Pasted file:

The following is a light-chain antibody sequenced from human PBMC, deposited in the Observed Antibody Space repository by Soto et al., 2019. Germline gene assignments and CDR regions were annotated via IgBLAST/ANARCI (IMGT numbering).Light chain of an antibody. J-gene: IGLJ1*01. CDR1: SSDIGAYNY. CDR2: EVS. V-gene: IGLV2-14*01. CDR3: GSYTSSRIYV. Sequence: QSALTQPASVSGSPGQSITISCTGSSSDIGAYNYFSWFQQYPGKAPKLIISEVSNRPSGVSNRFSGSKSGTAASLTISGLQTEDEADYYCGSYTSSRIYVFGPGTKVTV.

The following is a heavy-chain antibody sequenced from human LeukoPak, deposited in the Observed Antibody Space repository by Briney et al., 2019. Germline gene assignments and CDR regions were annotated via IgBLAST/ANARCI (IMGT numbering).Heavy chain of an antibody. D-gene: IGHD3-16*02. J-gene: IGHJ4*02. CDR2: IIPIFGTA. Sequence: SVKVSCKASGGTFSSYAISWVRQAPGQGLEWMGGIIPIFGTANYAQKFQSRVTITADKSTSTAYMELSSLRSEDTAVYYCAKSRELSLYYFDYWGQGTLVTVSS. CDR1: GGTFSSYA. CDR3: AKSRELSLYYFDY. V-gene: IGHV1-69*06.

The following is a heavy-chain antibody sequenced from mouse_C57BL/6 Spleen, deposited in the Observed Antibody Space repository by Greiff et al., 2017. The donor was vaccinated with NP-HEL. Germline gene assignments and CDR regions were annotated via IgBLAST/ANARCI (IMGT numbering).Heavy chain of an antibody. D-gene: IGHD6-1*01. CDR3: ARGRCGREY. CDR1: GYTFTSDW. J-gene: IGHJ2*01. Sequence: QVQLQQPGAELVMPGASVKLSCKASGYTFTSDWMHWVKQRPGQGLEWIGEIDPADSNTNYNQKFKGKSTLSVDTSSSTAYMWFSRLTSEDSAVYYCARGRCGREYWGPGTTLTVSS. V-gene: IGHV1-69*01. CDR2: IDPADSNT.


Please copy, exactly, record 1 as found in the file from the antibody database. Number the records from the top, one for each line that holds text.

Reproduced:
The following is a light-chain antibody sequenced from human PBMC, deposited in the Observed Antibody Space repository by Soto et al., 2019. Germline gene assignments and CDR regions were annotated via IgBLAST/ANARCI (IMGT numbering).Light chain of an antibody. J-gene: IGLJ1*01. CDR1: SSDIGAYNY. CDR2: EVS. V-gene: IGLV2-14*01. CDR3: GSYTSSRIYV. Sequence: QSALTQPASVSGSPGQSITISCTGSSSDIGAYNYFSWFQQYPGKAPKLIISEVSNRPSGVSNRFSGSKSGTAASLTISGLQTEDEADYYCGSYTSSRIYVFGPGTKVTV.